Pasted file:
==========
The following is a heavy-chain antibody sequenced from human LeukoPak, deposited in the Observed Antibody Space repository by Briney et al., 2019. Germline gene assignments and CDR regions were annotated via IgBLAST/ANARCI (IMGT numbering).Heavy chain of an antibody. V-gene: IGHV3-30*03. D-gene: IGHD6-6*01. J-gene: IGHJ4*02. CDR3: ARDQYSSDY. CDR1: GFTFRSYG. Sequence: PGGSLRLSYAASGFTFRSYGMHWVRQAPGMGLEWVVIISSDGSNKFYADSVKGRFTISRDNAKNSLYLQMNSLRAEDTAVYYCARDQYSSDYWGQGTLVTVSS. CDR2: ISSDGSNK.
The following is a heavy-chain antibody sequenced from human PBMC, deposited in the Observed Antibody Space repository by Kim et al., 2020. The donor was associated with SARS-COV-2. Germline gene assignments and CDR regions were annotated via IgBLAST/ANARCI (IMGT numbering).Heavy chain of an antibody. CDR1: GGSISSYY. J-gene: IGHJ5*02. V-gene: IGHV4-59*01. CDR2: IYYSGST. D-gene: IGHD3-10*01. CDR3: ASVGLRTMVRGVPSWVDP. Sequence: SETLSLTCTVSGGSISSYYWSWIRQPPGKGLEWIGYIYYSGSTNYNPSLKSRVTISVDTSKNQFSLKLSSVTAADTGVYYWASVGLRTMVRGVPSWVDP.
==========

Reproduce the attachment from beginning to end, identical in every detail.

The following is a heavy-chain antibody sequenced from human LeukoPak, deposited in the Observed Antibody Space repository by Briney et al., 2019. Germline gene assignments and CDR regions were annotated via IgBLAST/ANARCI (IMGT numbering).Heavy chain of an antibody. V-gene: IGHV3-30*03. D-gene: IGHD6-6*01. J-gene: IGHJ4*02. CDR3: ARDQYSSDY. CDR1: GFTFRSYG. Sequence: PGGSLRLSYAASGFTFRSYGMHWVRQAPGMGLEWVVIISSDGSNKFYADSVKGRFTISRDNAKNSLYLQMNSLRAEDTAVYYCARDQYSSDYWGQGTLVTVSS. CDR2: ISSDGSNK.
The following is a heavy-chain antibody sequenced from human PBMC, deposited in the Observed Antibody Space repository by Kim et al., 2020. The donor was associated with SARS-COV-2. Germline gene assignments and CDR regions were annotated via IgBLAST/ANARCI (IMGT numbering).Heavy chain of an antibody. CDR1: GGSISSYY. J-gene: IGHJ5*02. V-gene: IGHV4-59*01. CDR2: IYYSGST. D-gene: IGHD3-10*01. CDR3: ASVGLRTMVRGVPSWVDP. Sequence: SETLSLTCTVSGGSISSYYWSWIRQPPGKGLEWIGYIYYSGSTNYNPSLKSRVTISVDTSKNQFSLKLSSVTAADTGVYYWASVGLRTMVRGVPSWVDP.